‘Natural’ and ‘Safe” Are Not Always The Same
The use of medicinal plants is increasingly widespread in society. They are used seemingly for anything: from weight loss, to sleep, to stress management.
In short, to feel better. But we must always ask ourselves the following question: Is natural always safe? Today’s video will try to answer this question.
Medicinal plants are an important therapeutic arsenal that nature offers us. They have been the first medicines of Humanity and have served as a model for the subsequent development of most industrial medicines.
They are generally safe and are widely used to treat mild ailments but, since they are products that have a clear pharmacological activity, it is essential to take into account that they do not interact with other drugs that we are taking or that they may be counterproductive for other diseases that we suffer.
People who take anticoagulant drugs, for example, have to be especially careful since they are using very complicated treatments that interact with a multitude of medicinal plants, such as green anise, common chamomile. People with high blood pressure may need to be careful about using licorice as it tends to raise it.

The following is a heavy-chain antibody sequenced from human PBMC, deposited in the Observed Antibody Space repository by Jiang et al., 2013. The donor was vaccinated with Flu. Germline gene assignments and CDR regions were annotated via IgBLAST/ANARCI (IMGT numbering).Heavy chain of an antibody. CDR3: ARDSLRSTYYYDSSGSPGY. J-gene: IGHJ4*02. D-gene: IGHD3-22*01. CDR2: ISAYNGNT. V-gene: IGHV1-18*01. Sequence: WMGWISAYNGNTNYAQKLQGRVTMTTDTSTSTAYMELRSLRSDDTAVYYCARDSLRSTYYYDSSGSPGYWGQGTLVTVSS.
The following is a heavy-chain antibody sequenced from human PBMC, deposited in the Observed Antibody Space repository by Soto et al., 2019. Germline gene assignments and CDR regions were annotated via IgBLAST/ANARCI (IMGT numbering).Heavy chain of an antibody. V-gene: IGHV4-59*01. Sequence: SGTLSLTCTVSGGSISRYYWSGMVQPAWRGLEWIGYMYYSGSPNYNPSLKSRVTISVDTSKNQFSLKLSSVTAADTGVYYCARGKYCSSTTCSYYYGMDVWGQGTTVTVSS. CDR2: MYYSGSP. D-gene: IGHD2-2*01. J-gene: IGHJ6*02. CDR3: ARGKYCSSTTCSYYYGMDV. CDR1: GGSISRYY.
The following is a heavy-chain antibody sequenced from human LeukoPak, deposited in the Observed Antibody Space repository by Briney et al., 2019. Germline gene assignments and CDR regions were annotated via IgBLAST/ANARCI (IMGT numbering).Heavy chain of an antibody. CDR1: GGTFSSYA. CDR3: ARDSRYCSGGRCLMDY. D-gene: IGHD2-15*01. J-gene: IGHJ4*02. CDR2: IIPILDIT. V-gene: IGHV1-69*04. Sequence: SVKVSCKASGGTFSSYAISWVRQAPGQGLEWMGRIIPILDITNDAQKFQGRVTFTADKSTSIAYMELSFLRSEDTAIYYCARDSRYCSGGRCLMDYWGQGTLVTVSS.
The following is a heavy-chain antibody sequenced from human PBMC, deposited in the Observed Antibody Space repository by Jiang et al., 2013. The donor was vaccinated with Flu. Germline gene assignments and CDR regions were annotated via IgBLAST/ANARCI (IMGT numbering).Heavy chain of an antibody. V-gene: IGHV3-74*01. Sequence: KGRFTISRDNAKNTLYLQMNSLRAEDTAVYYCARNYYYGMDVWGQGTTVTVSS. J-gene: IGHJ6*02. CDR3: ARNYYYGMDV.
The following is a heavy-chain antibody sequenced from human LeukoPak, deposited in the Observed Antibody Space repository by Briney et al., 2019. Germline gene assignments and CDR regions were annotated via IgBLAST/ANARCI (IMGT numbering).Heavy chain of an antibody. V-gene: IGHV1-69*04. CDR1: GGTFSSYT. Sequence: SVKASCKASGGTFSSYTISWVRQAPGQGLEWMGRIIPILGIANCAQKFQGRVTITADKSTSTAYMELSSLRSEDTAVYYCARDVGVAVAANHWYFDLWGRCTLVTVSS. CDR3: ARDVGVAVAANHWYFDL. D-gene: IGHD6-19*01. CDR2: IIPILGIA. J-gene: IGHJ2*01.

People with thyroid problems should also be especially careful, for example, with seaweed-based preparations, as they can provide an extra amount of iodine that can affect their pathology.
Pregnant and lactating women should also be especially careful not to take any medicinal plant without first consulting their doctor or pharmacist; this is the case of the use of aloe vera to treat constipation in pregnant women (it is a laxative of the so-called irritants that can cause contractions, so it should not be used).
These are just some examples, but the recommendation we give you is the convenience of always asking a healthcare professional about whether a certain product can be used together with the specific medication and diseases of each person.
So, the morale of the story is: do not try medicinal plants without researching them first and preferably only after going to your registered herbalist for advice and choose the most appropriate for you.